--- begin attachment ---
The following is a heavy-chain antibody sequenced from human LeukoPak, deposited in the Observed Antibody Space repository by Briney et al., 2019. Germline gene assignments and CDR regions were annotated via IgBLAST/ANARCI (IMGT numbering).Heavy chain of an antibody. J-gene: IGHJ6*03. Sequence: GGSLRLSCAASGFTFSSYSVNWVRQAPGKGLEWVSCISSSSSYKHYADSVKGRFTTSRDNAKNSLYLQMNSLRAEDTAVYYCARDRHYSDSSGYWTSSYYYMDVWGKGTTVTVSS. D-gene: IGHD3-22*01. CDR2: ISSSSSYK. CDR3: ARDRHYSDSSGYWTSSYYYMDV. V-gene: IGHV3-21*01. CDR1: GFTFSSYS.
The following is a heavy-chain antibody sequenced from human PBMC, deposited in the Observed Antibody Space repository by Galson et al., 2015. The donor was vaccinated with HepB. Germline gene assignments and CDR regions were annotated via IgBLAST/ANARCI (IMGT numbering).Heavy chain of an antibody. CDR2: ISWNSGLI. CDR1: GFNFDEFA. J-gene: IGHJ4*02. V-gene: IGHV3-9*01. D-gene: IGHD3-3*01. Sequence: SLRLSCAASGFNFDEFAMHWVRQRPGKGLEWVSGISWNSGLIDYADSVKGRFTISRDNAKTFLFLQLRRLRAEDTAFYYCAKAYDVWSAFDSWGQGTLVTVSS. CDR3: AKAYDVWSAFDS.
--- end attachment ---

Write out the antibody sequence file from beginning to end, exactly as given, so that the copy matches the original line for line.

The following is a heavy-chain antibody sequenced from human LeukoPak, deposited in the Observed Antibody Space repository by Briney et al., 2019. Germline gene assignments and CDR regions were annotated via IgBLAST/ANARCI (IMGT numbering).Heavy chain of an antibody. J-gene: IGHJ6*03. Sequence: GGSLRLSCAASGFTFSSYSVNWVRQAPGKGLEWVSCISSSSSYKHYADSVKGRFTTSRDNAKNSLYLQMNSLRAEDTAVYYCARDRHYSDSSGYWTSSYYYMDVWGKGTTVTVSS. D-gene: IGHD3-22*01. CDR2: ISSSSSYK. CDR3: ARDRHYSDSSGYWTSSYYYMDV. V-gene: IGHV3-21*01. CDR1: GFTFSSYS.
The following is a heavy-chain antibody sequenced from human PBMC, deposited in the Observed Antibody Space repository by Galson et al., 2015. The donor was vaccinated with HepB. Germline gene assignments and CDR regions were annotated via IgBLAST/ANARCI (IMGT numbering).Heavy chain of an antibody. CDR2: ISWNSGLI. CDR1: GFNFDEFA. J-gene: IGHJ4*02. V-gene: IGHV3-9*01. D-gene: IGHD3-3*01. Sequence: SLRLSCAASGFNFDEFAMHWVRQRPGKGLEWVSGISWNSGLIDYADSVKGRFTISRDNAKTFLFLQLRRLRAEDTAFYYCAKAYDVWSAFDSWGQGTLVTVSS. CDR3: AKAYDVWSAFDS.